Thanks for the input dirtyshame. I'm very serious about doing this. The way your mother had setup is what I'm planning on doing with my horse barn and round pen setup. Thank you very much for your input on this.
 
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bigrob

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TexasBred":340ghm0o said:
newcattleman":340ghm0o said:
so when you want to dry up the cow do you just not let her milk? do they usually come up to the barn to get milked/feed calves on their own? If you dont breed the cow will she continually give milk? just wondering cause that would be my only cow.
We would allow our cattle to nurse calves until we knew they were 7 months bred. As long as you keep feeding them they will continue to milk although it will continue to decrease over time. When you decide to dry her up simply quit feeding her any purchased feed and let he graze. You might have to hand milk her one time and then we would always infuse each quarter with a good dry cow treatment for prevention of mastitis (usually Quartermaster).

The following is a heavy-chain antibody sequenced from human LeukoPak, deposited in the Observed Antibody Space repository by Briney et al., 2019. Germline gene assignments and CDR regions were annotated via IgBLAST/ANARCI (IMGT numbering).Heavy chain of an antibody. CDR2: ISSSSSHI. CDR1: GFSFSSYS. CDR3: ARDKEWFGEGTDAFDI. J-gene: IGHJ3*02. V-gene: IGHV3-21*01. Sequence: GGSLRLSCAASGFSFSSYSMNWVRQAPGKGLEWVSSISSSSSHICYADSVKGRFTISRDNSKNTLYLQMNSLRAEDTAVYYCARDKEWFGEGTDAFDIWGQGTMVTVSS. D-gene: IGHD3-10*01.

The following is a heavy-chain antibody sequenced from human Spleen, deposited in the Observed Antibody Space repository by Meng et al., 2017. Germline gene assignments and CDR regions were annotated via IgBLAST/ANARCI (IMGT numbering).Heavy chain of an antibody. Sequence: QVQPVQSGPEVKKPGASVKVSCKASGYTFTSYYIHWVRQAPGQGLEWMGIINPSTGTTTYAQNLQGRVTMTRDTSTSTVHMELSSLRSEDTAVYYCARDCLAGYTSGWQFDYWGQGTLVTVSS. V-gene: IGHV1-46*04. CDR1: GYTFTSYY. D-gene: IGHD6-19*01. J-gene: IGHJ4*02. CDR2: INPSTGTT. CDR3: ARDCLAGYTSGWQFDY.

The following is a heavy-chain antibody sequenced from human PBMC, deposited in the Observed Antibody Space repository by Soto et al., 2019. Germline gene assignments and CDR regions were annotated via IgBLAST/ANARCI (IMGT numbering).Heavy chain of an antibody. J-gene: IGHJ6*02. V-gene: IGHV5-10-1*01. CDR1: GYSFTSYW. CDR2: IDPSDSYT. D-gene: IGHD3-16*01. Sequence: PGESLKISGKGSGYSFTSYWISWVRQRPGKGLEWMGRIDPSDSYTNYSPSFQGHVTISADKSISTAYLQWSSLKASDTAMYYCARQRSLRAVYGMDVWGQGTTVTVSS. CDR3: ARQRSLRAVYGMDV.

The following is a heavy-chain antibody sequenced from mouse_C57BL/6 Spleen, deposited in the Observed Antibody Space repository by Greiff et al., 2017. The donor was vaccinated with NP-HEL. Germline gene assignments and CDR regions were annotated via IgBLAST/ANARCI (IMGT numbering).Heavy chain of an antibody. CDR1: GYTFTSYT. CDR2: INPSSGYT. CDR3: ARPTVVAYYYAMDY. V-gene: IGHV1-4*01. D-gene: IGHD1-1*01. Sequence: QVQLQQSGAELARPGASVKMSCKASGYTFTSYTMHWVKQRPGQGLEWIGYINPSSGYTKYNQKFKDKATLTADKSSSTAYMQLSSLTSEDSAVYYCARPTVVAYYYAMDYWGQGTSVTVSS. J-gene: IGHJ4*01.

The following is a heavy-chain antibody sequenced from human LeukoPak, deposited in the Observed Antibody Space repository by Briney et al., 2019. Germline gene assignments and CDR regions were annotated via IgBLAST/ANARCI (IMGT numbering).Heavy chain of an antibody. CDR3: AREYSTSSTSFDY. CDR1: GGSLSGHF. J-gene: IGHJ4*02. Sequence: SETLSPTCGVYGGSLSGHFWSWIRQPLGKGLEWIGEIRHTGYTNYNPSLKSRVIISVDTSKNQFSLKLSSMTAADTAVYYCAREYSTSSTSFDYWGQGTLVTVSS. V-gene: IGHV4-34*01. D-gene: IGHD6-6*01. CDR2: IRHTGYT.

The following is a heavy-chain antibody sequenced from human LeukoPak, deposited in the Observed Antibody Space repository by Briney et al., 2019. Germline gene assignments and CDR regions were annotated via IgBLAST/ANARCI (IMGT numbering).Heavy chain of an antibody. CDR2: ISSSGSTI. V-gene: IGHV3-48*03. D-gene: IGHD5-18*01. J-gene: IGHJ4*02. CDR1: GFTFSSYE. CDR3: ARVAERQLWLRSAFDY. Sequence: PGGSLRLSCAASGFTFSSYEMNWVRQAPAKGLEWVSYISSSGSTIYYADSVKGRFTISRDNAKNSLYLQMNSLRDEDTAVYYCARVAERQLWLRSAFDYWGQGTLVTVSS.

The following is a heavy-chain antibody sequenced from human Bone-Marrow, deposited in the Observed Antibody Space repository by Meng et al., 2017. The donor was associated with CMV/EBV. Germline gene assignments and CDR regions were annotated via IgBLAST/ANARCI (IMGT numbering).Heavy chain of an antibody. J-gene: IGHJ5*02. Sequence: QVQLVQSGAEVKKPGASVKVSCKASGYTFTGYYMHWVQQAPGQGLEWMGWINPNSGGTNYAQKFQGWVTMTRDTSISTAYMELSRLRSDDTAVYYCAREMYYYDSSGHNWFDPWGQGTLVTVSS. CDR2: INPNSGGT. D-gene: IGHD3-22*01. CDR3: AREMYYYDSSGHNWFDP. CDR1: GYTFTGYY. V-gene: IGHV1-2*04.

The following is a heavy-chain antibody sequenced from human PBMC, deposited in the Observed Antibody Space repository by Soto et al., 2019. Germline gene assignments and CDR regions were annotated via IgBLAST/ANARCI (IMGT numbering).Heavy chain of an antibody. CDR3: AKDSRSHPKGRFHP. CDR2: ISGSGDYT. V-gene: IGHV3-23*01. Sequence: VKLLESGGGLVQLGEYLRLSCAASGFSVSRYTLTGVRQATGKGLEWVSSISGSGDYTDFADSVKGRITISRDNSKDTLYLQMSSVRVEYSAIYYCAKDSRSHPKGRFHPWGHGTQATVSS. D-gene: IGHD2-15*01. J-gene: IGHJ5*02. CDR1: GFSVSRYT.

I have also been wondering how to dry them up and when is the best time to do it. Is the quartermaster you're talking about a shot?
 

TexasBred

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Quartermaster comes in a plastic syringe like tube but is infused into each teat. Just a buckshot load of pennicillin in an oil based carrier. Used to have to get it from the vet. May be otc by now.
 
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bigrob

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TexasBred":3h2yulqk said:
Quartermaster comes in a plastic syringe like tube but is infused into each teat. Just a buckshot load of pennicillin in an oil based carrier. Used to have to get it from the vet. May be otc by now.

Ok. I'll have to call the vet in town and see if they keep it in stock around here.